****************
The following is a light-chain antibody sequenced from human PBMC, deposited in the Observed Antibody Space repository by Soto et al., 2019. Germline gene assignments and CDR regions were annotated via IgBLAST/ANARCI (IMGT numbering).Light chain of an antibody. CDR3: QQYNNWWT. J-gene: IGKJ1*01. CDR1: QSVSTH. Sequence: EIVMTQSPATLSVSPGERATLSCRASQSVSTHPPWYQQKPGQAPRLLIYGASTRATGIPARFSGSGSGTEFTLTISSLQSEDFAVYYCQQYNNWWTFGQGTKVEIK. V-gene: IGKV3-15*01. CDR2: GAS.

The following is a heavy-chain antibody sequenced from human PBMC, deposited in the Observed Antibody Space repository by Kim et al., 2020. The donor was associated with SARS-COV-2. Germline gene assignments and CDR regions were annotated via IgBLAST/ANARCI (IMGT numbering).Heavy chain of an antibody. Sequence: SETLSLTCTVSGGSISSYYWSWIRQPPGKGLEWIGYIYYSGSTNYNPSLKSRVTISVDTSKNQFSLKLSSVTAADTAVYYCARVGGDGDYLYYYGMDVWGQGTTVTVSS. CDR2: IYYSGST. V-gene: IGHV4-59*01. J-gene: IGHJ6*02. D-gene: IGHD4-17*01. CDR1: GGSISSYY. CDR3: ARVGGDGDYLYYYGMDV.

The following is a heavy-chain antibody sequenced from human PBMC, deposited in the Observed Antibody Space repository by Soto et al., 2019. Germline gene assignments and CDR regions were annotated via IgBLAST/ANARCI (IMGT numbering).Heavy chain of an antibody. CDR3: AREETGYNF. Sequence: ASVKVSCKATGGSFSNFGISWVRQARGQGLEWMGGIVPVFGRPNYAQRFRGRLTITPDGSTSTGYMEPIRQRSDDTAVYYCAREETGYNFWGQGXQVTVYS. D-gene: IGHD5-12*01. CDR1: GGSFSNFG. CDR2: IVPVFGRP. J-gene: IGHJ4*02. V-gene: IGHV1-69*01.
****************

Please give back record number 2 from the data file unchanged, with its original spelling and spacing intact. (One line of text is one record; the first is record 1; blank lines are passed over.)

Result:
The following is a heavy-chain antibody sequenced from human PBMC, deposited in the Observed Antibody Space repository by Kim et al., 2020. The donor was associated with SARS-COV-2. Germline gene assignments and CDR regions were annotated via IgBLAST/ANARCI (IMGT numbering).Heavy chain of an antibody. Sequence: SETLSLTCTVSGGSISSYYWSWIRQPPGKGLEWIGYIYYSGSTNYNPSLKSRVTISVDTSKNQFSLKLSSVTAADTAVYYCARVGGDGDYLYYYGMDVWGQGTTVTVSS. CDR2: IYYSGST. V-gene: IGHV4-59*01. J-gene: IGHJ6*02. D-gene: IGHD4-17*01. CDR1: GGSISSYY. CDR3: ARVGGDGDYLYYYGMDV.